So we got more snow. That’s right, in Georgia we have now had snow for three consecutive months! Hi, I thought that I lived in the South? Because of the aforementioned snow riding was elusive for Tuesday and Wednesday. Probably a good thing after the near breakdown of last weekend.
Thursday and Friday we were back in the double with the curb tied off. Never let it be said that I am not a stubborn child – “You will ride nicely with just the snaffle. You WILL Val!” Someone must be listening to my prayers, or else hard work does actually pay off, either way I had two pretty okay rides at the end of this week! I have to out-think my clever beast and since he had decided to shut down in the half passes, there had to be a way to trick and wiggle them out of him. The answer: leg yielding! We also work the canter first because Val doesn’t have as much of a chance to become irregular in the rhythm and back off the forward impulsion and shwung – Edward Gal recommends this too, honest! The innate circular motion of the gait also helps to bring the horses back up naturally to create the carrying power needed for collection. We started out, after warm-up, riding shoulder fore on the long side and on the 2nd track (our dressage arena has been closed since the snow, so I made sure to clear out the jumps off my long sides enough to half pass in one of our two jumping arenas). Then we would come on the second track and leg yield to the rail establishing the sideways button. Then it was time to ride the shoulder fore/shoulder in to the half pass for somewhere between 4 to 6 steps off the rail. Once off the rail, go for a straighten and then leg yield back. Brilliant I know – and then after a couple times add to have half pass, leg yield, half pass. When he would get stuck I just reminded myself to take a breath, walk and finish the movement, straighten, and go back to whatever gait we came from. It sounded easier in my head – let me warn you right now. But it is do-able, and suddenly my horse could half pass again! Amazing, sometimes I can actually figure things out on my own. Now why didn’t I solve this problem a week ago? Repeat steps 1 through 3 for each direction and each gait and you have a pretty dang good ride.
Another major sticking point has been the walk pirouettes which have been more of a pivot than anything. To combat this I have been enlarging them to a sudo haunches in on the circle all in the name of keeping the hind leg actively stepping up and putting it down. Val didn’t really like this exercise so much at first, but after we had a mini discussion where I outlined the point he has acquiesced enough to do it without an extreme amount of complaint. Thank you pony, our walk pirouettes no longer suck! :D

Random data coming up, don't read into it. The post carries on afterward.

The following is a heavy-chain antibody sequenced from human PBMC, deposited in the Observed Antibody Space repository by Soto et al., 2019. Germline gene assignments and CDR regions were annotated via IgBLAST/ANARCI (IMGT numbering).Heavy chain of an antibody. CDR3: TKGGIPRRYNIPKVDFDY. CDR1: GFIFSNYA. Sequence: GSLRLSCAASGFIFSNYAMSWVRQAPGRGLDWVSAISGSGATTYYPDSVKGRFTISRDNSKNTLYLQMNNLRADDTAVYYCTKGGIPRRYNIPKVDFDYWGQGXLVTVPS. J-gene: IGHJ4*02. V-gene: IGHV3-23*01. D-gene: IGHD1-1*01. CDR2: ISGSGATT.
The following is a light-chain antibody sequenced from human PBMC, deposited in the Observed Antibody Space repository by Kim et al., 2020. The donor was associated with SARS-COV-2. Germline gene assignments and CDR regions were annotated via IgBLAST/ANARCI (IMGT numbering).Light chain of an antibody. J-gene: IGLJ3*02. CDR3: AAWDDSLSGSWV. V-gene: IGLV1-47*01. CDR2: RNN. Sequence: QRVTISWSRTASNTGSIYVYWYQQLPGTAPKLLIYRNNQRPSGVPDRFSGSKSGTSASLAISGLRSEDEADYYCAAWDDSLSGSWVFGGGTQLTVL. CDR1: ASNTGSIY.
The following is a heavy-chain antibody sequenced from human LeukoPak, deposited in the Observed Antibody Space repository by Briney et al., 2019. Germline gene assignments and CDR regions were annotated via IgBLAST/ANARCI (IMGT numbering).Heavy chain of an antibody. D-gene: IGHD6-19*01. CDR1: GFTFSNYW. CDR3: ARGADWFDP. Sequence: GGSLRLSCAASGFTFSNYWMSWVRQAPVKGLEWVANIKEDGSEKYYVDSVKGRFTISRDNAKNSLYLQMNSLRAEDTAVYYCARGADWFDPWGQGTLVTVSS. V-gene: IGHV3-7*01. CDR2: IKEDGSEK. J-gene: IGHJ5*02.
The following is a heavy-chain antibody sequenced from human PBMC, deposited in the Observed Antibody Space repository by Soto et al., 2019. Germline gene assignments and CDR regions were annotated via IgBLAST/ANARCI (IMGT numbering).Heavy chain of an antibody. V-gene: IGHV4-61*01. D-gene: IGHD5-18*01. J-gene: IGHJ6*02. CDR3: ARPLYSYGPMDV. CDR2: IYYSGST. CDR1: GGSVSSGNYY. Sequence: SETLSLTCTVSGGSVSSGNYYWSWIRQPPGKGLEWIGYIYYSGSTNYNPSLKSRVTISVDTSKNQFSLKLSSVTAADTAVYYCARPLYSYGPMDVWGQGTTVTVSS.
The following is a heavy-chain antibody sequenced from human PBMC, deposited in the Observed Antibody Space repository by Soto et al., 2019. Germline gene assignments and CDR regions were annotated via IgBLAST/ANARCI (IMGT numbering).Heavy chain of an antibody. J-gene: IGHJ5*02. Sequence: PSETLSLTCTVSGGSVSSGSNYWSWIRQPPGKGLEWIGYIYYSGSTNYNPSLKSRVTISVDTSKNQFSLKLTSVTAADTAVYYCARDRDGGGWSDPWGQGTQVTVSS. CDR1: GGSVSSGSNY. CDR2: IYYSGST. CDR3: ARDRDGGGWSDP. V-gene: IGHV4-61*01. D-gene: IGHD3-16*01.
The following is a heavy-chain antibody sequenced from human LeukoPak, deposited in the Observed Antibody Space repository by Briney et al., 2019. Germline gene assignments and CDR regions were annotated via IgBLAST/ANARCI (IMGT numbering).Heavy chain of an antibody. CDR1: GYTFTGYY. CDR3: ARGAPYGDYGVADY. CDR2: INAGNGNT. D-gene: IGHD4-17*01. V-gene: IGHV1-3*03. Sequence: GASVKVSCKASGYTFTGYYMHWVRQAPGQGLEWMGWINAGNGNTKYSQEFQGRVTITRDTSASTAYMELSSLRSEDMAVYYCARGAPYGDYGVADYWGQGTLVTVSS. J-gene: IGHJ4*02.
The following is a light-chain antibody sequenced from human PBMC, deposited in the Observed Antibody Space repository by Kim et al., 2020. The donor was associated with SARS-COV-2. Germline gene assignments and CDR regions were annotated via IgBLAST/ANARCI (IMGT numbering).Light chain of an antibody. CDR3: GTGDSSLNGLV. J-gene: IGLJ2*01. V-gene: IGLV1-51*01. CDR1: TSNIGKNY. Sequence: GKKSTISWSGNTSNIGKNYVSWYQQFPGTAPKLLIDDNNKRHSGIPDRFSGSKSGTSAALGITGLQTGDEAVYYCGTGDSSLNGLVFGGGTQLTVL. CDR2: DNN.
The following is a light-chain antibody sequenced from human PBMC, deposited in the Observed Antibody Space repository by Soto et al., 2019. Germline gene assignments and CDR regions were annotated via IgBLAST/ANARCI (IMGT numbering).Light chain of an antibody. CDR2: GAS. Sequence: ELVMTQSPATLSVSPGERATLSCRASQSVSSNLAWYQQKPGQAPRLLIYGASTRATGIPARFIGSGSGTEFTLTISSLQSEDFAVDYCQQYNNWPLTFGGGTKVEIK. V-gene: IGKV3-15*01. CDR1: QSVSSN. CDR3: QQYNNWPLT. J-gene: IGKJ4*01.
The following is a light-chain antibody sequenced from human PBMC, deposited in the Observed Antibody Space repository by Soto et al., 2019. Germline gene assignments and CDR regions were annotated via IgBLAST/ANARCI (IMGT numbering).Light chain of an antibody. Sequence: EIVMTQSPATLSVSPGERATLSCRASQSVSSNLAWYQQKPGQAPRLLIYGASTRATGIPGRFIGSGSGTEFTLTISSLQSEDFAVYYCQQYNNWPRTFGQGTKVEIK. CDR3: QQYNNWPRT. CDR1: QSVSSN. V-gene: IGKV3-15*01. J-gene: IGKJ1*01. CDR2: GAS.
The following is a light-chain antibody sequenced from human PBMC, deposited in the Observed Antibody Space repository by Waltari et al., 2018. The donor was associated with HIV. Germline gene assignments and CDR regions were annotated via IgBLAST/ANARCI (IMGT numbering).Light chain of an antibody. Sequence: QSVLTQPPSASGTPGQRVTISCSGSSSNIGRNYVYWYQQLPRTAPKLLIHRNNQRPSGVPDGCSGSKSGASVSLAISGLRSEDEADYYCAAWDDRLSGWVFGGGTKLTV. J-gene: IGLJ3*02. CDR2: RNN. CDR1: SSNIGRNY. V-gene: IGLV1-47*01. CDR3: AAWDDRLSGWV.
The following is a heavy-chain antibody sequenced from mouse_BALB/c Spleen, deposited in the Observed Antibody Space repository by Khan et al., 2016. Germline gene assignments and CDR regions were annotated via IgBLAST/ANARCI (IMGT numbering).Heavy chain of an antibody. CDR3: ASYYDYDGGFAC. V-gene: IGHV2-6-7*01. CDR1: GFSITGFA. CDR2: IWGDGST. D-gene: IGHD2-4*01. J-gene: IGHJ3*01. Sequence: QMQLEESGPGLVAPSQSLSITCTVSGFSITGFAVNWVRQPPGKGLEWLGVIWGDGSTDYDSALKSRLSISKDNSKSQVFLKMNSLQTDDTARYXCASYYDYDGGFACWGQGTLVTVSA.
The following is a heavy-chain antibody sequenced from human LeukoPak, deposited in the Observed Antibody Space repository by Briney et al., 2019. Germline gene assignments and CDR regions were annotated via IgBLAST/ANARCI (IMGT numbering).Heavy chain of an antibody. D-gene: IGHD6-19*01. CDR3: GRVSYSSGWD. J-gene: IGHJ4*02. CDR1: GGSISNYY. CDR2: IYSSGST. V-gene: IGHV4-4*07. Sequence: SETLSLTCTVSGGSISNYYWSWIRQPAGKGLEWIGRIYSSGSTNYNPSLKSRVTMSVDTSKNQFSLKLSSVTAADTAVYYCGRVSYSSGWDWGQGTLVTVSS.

Saturday (Today!) was a lesson with the Boss Man. Connection, Connection, Connection. Does anyone else base how connected they are on rein length and which stopper your hands lie on, or is that just me? My hands usually live at the second notch when I am riding him up and together (competition height in his poll and neck). But today they lived there and I still couldn’t get Val to find his home in the contact. Up and down and in and out, Val was everywhere except with me. Most of the time it was me on the other end of the phone going, “Can you hear me now? How about now? And now?” with no response. Submission Val – it is actually a coefficient on the bottom of that test. We worked everything today: canter/halt transitions, half pass both trot and canter, shoulder in, changes, mediums and extendeds, and at the end we ran the Team Test. Mom was on hand to video (I will try to post up a few of the really good moments tomorrow!) which was for the best considering I was not sure the ride went well until I reviewed it. The highlight had to be the impromptu three-tempi’s. Don’t let anyone tell you that they were supposed to be three FOUR-tempi’s! Val can only count to three – or maybe that’s me? Either way, I promise to get, at least, a clip of those up!
So okay, maybe I can take a chill pill now that I know we don’t look as hideous as I thought? Ha, we can all wish!
It was our last lesson until the show – FOURTEEN DAYS! – which means the Boss was in a picking mood. I actually really appreciate that, don’t get me wrong. He really is the best coach I have ever had or known; he knows when I need to be coddled and supported and he knows when it is time to push and be brutally honest. He is always fair and honest though – two qualities that without I would be a whole lot more stressed than I already am!
Show countdown is official now; it’s time to start drilling both the Team and the Individual Test – guess this means I need to learn the second of the two! I think that I am almost, maybe, sort-of excited about Aiken in a can-I-throw-up-now way. Is it over yet?